Dave Luhrssen

Film Critic

David Luhrssen is arts and entertainment editor of the Shepherd Express, co-founder of the Milwaukee International Film Festival and co-author of A Time of Paradox: America Since 1890. He is the winner of the Pace Setter Award for contributions to Milwaukee's film community from the Milwaukee Independent Film Society. David Luhrssen has taught at the University of Wisconsin-Milwaukee, the Milwaukee Institute of Art & Design and Milwaukee Area Technical College.

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Sophia Coppola has earned her place among Hollywood’s best directors with over two decades of filmmaking. Her unique style was most recently applied to writing and directing the comedy, On The Rocks.

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Screenwriter and filmmaker Charlie Kaufman isn’t afraid to ask the big, confusing questions about life. His previous work, including Being John Malkovich and Eternal Sunshine of the Spotless Mind, takes somewhat of a surreal approach to answering questions about our collective humanity.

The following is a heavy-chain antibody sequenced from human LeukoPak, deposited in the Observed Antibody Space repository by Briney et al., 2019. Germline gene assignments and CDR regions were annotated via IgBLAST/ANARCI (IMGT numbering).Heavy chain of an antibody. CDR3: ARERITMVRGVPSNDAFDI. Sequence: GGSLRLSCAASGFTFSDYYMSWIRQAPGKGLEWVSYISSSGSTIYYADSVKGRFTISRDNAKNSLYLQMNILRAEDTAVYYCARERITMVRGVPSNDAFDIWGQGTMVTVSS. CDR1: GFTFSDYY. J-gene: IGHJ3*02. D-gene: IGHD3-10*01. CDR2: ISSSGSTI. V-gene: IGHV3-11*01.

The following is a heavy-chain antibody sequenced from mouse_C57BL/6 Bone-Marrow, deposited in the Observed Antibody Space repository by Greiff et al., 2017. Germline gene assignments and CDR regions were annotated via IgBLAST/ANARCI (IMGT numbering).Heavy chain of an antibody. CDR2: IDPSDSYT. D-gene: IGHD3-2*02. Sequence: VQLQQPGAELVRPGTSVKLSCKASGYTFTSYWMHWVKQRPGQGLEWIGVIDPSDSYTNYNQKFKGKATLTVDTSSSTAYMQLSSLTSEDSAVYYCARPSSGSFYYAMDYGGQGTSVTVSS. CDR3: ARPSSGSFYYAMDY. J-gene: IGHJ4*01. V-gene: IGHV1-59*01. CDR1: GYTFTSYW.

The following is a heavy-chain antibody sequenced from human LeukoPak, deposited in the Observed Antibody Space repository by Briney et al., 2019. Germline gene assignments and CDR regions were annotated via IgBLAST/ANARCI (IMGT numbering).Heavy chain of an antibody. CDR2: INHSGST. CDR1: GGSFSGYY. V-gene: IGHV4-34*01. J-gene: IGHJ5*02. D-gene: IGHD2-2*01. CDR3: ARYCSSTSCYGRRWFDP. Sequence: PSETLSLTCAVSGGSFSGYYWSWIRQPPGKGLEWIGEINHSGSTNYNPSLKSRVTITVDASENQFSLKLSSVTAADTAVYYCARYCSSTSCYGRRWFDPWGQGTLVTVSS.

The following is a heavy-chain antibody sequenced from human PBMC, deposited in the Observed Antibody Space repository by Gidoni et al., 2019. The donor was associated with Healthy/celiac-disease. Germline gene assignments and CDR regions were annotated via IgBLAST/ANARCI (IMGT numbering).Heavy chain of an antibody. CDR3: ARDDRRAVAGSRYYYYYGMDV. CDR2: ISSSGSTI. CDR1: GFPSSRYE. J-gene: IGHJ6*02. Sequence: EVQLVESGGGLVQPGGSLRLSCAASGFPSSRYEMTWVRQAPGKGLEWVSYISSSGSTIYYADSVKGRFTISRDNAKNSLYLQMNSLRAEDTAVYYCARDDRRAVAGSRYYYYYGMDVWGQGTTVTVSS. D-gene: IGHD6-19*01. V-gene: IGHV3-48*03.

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As the coronavirus pandemic continues, more films have accepted their fate of digital-only releases.

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Campaign finance, dark money, Super PACs, political campaigning — sounds like a perfect comedy to be set in small town Wisconsin.


Since going to a movie theater currently isn't an option, and may not be for a long time, most of us are turning to streaming services for entertainment. 

The motion picture distribution system was under stress before the coronavirus pandemic, but as services like Netflix grow worldwide, the future of the traditional film industry and movie theaters post-pandemic is uncertain, to say the least. 

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The 92nd Academy Awards takes place this Sunday, celebrating the best films and performances that the past year has had to offer. This year Joker, directed by Todd Phillips, leads with 11 total nominations.

The international feature film Parasite has become an audience favorite, and it competes for best picture top contenders including Once Upon a Time in Hollywood by Quentin Tarantino and 1917 by Sam Mendes.